Cert pinning

Gary E. Miller gem at rellim.com
Mon Apr 1 20:25:32 UTC 2019

Yo Richard!

On Sun, 31 Mar 2019 21:57:22 -0500
Richard Laager via devel <devel at ntpsec.org> wrote:

> Let me try this again, as one standalone post, updated with the latest
> information, including that we already have a documented "ca" option
> which just needs implementation.

Sad.  Seems we've been around this May Pole way too many times already...
You have nothing new to say below, and my answers are also not new.

So anyone following along can just quit reading right now.

> 1) I agree that "noval" is useful for _debugging_. For now, and
> probably indefinitely, it should stay.


> 2) Since "noval" disables the security, using "noval" means one is
> essentially falling back to non-NTS. Therefore, "noval" doesn't make
> any sense for long-term production use. A user contemplating using
> "noval" indefinitely in production should either fix the validation
> so NTS is actually providing some security benefit, or just use plain
> NTP if they don't care about the security benefits of NTS.

Agreed, sort of.  This assumes fixes that do not exist.  So "assuming
a canopener".  It also assumes that less than perfect security is no
security.  Part of the rationale for NTS is that since the cookies
change every request, then the user can not be tracked. "noval" does not
remove that feature, or some other goodness.

> 3) Right now, you (Gary) are trying to connect to some server, which
> is failing because it uses a private root CA, which you are (quite
> reasonably) unwilling to trust system-wide. Once the "ca" option is
> implemented, you can use that option for that particular association,
> and you will no longer need "noval" for that particular association.

Agreed, sort of.  The "ca", which is an "assumed can opener", does
not solve many very similar cases.

> 4) Implementing certificate pinning would be a "nice to have" feature
> that can increase security above and beyond normal certificate
> validation.

"nice to have", or "must have", depending on other "assumed can openers".

Personally, I'd rather have DANE type pinning before "ca".  And once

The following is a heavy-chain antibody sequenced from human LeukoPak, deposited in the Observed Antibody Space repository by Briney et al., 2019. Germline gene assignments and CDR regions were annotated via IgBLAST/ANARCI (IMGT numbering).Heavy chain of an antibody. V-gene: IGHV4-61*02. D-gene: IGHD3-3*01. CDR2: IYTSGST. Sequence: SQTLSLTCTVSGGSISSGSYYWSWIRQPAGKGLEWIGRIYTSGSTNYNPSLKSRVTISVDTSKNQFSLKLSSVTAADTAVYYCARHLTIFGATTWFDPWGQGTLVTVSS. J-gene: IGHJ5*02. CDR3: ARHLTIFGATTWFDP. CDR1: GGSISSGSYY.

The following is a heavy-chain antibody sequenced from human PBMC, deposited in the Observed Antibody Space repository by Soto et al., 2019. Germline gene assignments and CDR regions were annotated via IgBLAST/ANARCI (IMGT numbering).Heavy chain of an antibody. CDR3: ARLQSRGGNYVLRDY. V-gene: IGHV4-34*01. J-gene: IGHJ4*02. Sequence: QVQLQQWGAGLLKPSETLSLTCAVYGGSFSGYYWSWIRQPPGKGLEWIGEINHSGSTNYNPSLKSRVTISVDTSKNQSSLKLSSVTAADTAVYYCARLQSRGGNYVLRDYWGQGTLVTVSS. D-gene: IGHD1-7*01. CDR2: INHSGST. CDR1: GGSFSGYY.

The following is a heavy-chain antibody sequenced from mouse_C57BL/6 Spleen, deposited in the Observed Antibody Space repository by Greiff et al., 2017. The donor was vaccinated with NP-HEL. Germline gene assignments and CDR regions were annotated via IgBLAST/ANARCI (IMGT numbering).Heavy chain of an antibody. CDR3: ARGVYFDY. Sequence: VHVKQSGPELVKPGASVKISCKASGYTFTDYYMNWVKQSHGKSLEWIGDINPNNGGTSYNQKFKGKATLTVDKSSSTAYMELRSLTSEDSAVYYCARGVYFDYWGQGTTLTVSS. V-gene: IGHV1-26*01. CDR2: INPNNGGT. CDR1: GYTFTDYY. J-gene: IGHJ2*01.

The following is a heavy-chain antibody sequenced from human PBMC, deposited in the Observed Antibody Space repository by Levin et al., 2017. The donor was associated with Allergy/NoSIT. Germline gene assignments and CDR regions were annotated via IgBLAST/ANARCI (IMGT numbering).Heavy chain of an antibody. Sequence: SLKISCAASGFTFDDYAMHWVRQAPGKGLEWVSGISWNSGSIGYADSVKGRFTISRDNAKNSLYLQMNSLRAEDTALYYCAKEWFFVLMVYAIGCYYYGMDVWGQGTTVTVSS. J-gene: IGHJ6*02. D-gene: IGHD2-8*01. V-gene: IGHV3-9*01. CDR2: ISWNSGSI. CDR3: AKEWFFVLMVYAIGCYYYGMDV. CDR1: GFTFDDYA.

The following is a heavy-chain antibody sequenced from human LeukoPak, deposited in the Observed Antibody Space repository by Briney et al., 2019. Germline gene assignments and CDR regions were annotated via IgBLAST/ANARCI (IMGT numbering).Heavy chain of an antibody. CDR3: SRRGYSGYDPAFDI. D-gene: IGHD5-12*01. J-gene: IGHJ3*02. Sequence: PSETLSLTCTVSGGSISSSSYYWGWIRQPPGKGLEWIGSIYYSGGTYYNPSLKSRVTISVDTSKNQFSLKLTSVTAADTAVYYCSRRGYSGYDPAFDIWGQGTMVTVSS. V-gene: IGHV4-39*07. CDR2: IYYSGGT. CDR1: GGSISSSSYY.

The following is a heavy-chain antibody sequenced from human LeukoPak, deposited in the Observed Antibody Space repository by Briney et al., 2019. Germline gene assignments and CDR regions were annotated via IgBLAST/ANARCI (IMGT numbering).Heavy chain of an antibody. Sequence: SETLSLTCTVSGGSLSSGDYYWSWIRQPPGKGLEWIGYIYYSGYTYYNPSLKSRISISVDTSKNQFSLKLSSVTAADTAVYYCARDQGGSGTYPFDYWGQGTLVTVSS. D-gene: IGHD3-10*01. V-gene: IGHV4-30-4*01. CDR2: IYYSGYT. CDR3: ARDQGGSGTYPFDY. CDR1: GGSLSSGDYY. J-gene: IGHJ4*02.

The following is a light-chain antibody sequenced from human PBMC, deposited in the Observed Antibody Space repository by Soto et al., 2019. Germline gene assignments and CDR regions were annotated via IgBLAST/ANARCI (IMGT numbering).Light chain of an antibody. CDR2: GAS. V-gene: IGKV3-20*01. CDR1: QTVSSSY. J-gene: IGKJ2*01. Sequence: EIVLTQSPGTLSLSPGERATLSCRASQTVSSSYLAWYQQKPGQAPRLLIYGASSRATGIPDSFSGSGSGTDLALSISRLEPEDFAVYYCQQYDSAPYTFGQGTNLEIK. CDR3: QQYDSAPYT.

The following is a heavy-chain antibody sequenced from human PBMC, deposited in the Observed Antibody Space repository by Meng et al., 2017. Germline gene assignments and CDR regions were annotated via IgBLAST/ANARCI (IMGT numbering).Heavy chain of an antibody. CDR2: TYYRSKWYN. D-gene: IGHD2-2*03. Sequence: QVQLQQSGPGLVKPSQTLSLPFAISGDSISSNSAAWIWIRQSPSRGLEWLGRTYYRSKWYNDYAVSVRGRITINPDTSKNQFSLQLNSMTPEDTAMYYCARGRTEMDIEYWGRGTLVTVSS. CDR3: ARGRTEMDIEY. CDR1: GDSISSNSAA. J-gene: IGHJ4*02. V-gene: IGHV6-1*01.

"ca" is implemented would like to do both.

> 4A) The pins could come from manual configuration and/or DANE,
> depending on what someone is willing to implement in ntpd.

Yes, this all comes down to Hal for now.

> Those somewhat cover different use cases. Manual configuration allows
> the administrator of the client to manually tighten the requirements.
> DANE allows the server operator to request (via DNS records) that
> clients automatically tighten the requirements. There is overlap where
> the client and server administrators are the same person, in which
> case either option may meet their needs (if DNSSEC is available so
> DANE works securely).

And now your talking about features we might get in 2025.  Pretty
premature.  Way beyond Hal's current horizon.

> 4B) If ntpd implements pinning, it should be in addition to the usual
> certificate validation, not instead of.

Of course.  But completly missing the point.  Once again, DANE goes
over all of this.  The problem at hand is where "The usual certificate
validation" fails.

> This may be controversial with others. Let me explain my thoughts, so
> we can determine if/where the disagreement lies:

Not controversial, just missing key corner cases, and sometimes wrong.

> - If validation is succeeding, there is no problem.

No.  Rememeber when Comodo issued the cert "*.google.com" to bad guys?

That was partly the reson for HPKP, DANE, etc.

> - If validation is failing due to a private root, add it system wide
> or use the "ca" option to fix the validation.

Or, pinning, or just "assume a can opener".

> - If validation is failing because the hostname doesn't match,
> something is configured wrong on either the server or client. Fix
> that.

Ah, a new type of "assumed can opener'!

> - If validation is failing because the chain is broken, fix that on
> the server.

Except I'm the client, thus not possible.

> - If validation is failing due to legitimate time issues, fix that on
>   the server or with the CA (which is presumably private, because a
>   public CA certainly should have their clocks set correctly).

Except I'm the client, I can't fix a bad server cert.

> - If validation is failing due to bootstrapping time issues, that's a
>   separate discussion we've already covered, expanding on the guidance
>   from the NTS draft. That affects servers with certificates from
> public CAs, too.

Yup, a whole 'nother rat hole.

> This is probably the most controversial one:
> - If the server has a self-signed certificate, they should switch to
>   either a certificate from a public CA (e.g. Let's Encrypt) or setup
> a private CA. In a world where "real" certificates are readily and
>   freely available, I see no reason that security-minded folks (who
> are doing extra work to opt-in to NTS!) can't use a real certificate
> or setup a private CA.

Says someone with a static public IP.  Not an option for private
networks, test networks, roaming servers, etc.

Not controversy, just facts.

> Am I missing other scenarios where validation fails? If so, please be
> specific.

Yes, see above.  There are more, but just getting this far (potential
features for 2025) is exhausting.  I'd rather be coding....

Gary E. Miller Rellim 109 NW Wilmington Ave., Suite E, Bend, OR 97703
	gem at rellim.com  Tel:+1 541 382 8588

	    Veritas liberabit vos. -- Quid est veritas?
    "If you can’t measure it, you can’t improve it." - Lord Kelvin
-------------- next part --------------
A non-text attachment was scrubbed...
Name: not available
Type: application/pgp-signature
Size: 851 bytes
Desc: OpenPGP digital signature
URL: <https://lists.ntpsec.org/pipermail/devel/attachments/20190401/fc24625a/attachment.bin>

More information about the devel mailing list